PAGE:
The Applicant is seeking a permit for take of two federally listed species: the endangered San Joaquin kit fox (Vulpes macrotis mutica) and the threatened vernal pool fairy shrimp (Branchinecta lynchi). The proposed permit would also authorize future incidental take of seven currently unlisted animal species: western burrowing owl (Athene cunicularia hypugea), midvalley fairy shrimp (Branchinecta mesovallensis), San Joaquin tiger beetle (Cicindela tranquebarica), Hopping's blister beetle (Lytta hoppingi), moestan blister beetle (Lytta moesta), molestan blister beetle (Lytta molesta), and Morrison's blister beetle (Lytta morrisoni). The following four unlisted plant species are also proposed to be included on the permit: erect-stemmed heartscale (Atriplex erecticaulis), lesser saltscale (Atriplex miniscula), San Joaquin brittlescale (Atriplex subtilis), and recurved larkspur (Delphinium recurvatum), should any of these species become listed under the Act during the life of the permit. Take of listed plant species is not prohibited under the Act and cannot be authorized under a section 10 permit. However, plant species may be included on the permit in recognition of the conservation benefits provided for them under the Plan. These species would also receive “No Surprises” assurances under the Service's “No Surprises” regulation (50 CFR 17.22(b)(5) and 17.32(b)(5)). Collectively, the 13 listed and unlisted species are referred to as the “covered species” in the Plan.

The Applicant proposes to expand its existing landfill, the Woodville Solid Waste Disposal Site, which has nearly reached capacity. Project activities that are proposed for coverage under the Plan consist of the following components: (1) The development of additional waste management units (landfill); (2) implementation of a groundwater testing and monitoring program; (3) construction of operations facilities and creation of a borrow area, a retention basin, and a potential ground water remediation area; (4) establishment of conservation areas to compensate for impacts on covered species habitat; and (5) management activities on the conservation areas, including continued agricultural operations in one area and implementation of possible fire management activities. The facility is projected to reach capacity approximately 41 years after expansion begins.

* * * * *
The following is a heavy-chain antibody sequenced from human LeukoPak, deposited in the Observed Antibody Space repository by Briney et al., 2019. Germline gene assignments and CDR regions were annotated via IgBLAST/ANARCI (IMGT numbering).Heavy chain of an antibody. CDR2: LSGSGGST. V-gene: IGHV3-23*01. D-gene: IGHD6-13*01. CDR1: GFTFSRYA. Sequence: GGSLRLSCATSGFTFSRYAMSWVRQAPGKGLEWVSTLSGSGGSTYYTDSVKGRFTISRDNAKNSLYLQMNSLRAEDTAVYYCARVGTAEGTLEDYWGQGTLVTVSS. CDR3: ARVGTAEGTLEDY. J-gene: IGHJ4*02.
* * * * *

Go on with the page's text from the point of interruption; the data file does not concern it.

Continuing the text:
Project activities would result in the loss of 53.32 acres of suitable grassland habitat for the covered species (including 1.77 acres of vernal pool wetlands) and an additional loss of 77.58 acres of agricultural habitat which is not likely to function as kit fox denning habitat, but which can be used by kit foxes for foraging or movement.

Western burrowing owls and the covered plant species were observed in the project area. No other covered animal species was known to occur at the time of reconnaissance surveys, although suitable habitat exists and the site may be used for foraging and/or reproduction. The construction and operation of the facilities is unlikely to result in direct mortality or injury of San Joaquin kit foxes, but may result in take in the form of harassment.